Purchase the book Right to Recover

Right to Recover ~ Winning the Political and Religious Wars Over Stem Cell Research in America presents scientific facts that challenge readers to think for themselves rather than accept political or religious views on stem cell research.

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This book is available by request in bookstores nationwide.


RIGHT TO RECOVER is an Award-Winning Finalist in the Current Events: Political/Social of the National Best Books 2007 Awards. Amazon Best-selling book in biomedical category.


Wednesday, October 24, 2007

More on the Two Types of Cloning

By using one stem cell from an IV-B, researchers can create millions of additional stem cells of the same type. For example, if a blank egg cell is united with the DNA from a person’s kidney cells, the result will be the creation of duplicate kidney cells containing the exact DNA of the donor. The cloned kidney cells will not grow a heart, lung, or other organ cells. This type of cloning is useful whenever many cells are needed at one time, as when doctors need to grow a patch of skin for a patient who has suffered a severe burn. These SCNT cloned stem cells may be used to replace a missing element or a dysfunctional cell, but they cannot be used to create an entire human being.

Scientists have been learning how to clone certain body parts (i.e.: an internal organ) through SCNT. Being able to grow rejection-free transplant tissue and organs would be an incredible breakthrough in science and medicine. But don’t worry about them creating a Frankenstein using SCNT. Even if science cloned every organ, tissue, blood vessel, muscle, nerve, bone, etc. in the human body, the parts would still have to be assembled perfectly and made to function as a whole.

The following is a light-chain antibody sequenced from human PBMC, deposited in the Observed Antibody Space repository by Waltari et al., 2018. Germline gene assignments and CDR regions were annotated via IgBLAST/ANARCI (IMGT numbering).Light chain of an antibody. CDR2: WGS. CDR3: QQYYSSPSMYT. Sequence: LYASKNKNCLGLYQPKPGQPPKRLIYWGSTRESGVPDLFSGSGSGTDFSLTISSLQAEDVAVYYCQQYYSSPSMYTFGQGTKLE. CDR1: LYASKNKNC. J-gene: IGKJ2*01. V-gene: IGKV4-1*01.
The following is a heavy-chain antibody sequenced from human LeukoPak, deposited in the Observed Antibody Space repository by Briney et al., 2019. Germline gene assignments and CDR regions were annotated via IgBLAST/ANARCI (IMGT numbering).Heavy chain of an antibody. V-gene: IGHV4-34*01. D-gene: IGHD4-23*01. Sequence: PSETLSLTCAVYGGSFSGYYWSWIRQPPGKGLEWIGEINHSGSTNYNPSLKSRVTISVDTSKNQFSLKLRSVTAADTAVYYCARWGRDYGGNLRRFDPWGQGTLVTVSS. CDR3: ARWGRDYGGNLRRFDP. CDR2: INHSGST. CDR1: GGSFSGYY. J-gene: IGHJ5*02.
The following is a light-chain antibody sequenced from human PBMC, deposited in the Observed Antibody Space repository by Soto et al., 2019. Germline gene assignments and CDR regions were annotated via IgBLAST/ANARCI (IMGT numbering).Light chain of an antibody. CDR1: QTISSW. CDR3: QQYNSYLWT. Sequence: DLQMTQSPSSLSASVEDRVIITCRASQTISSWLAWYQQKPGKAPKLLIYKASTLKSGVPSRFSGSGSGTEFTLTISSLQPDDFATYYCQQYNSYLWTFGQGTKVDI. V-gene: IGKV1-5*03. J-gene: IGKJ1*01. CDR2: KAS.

Those who are opposed to cloning and blastocystic stem cell research may be thinking that reproductive cloning may produce an entire human being designed in a manner that causes original humans to be considered inferior. It’s true that we could take a cloned blastocyst, place it into a uterus and allow it to move forward through the stages of gestation and be brought to full-term. That is what scientists did in 1996 to clone Dolly the lamb from a single mammary cell of an adult sheep to create an almost perfect clone. However, it was no easy task. It took 42 attempts before one Dolly was born. Scientists have also created dogs, cats, horses, donkeys, cows, pigs, rabbits, mice, rats, and goats, but no primates. Reproductive cloning can be done, but it may not be biologically possible with humans. Human DNA is much more finicky and the molecular structure of human eggs is easily damaged during cloning. Additionally, human cloning has serious ethical and social implications since we do not know the results such experiments might return. What would be the fate of a severely deformed scientifically-created human? What if an experiment produced an illness that could be transmitted to future generations? I do not support or see the need for reproductive cloning in humans. However, I do support SCNT cloning due to its enormous therapeutic value.

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